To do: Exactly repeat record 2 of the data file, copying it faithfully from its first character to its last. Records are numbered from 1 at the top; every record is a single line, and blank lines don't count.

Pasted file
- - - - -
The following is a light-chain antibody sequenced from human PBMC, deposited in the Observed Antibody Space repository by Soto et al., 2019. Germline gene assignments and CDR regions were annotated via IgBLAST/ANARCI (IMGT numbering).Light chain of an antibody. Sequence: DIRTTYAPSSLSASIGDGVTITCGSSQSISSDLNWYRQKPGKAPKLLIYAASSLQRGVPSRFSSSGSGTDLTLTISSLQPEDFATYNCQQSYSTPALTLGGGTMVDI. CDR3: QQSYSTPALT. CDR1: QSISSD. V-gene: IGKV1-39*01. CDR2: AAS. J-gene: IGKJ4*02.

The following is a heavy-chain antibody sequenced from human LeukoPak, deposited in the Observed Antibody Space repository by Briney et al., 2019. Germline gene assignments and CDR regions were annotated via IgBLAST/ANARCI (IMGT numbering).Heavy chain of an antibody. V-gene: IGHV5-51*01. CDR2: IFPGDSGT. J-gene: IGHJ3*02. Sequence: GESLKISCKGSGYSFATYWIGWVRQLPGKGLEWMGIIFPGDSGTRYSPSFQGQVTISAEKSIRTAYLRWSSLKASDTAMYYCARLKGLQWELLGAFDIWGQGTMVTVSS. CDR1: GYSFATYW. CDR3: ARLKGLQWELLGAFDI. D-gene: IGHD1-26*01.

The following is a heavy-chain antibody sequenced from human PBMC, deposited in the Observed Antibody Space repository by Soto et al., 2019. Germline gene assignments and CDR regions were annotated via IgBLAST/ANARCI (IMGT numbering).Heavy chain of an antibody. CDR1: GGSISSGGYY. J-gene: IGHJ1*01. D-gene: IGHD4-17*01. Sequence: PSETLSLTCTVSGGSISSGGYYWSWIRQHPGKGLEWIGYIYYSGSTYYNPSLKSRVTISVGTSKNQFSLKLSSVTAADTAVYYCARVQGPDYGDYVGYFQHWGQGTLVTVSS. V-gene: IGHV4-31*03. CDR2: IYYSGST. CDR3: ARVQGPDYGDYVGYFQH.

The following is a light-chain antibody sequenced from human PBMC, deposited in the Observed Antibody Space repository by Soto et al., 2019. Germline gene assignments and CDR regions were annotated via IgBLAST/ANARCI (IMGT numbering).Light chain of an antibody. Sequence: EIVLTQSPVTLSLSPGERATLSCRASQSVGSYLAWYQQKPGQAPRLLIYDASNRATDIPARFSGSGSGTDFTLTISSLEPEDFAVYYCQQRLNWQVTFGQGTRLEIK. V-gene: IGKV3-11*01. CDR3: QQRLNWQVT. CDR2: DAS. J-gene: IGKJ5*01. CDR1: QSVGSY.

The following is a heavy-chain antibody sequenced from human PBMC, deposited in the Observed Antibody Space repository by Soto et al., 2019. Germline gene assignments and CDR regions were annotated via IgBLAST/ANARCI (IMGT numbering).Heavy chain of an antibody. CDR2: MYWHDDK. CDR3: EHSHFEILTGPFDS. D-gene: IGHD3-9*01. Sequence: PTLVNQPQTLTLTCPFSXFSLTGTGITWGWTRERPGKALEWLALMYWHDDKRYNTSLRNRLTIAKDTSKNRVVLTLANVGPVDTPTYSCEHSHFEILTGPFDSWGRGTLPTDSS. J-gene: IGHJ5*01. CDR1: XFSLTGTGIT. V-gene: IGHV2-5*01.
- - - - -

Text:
The following is a heavy-chain antibody sequenced from human LeukoPak, deposited in the Observed Antibody Space repository by Briney et al., 2019. Germline gene assignments and CDR regions were annotated via IgBLAST/ANARCI (IMGT numbering).Heavy chain of an antibody. V-gene: IGHV5-51*01. CDR2: IFPGDSGT. J-gene: IGHJ3*02. Sequence: GESLKISCKGSGYSFATYWIGWVRQLPGKGLEWMGIIFPGDSGTRYSPSFQGQVTISAEKSIRTAYLRWSSLKASDTAMYYCARLKGLQWELLGAFDIWGQGTMVTVSS. CDR1: GYSFATYW. CDR3: ARLKGLQWELLGAFDI. D-gene: IGHD1-26*01.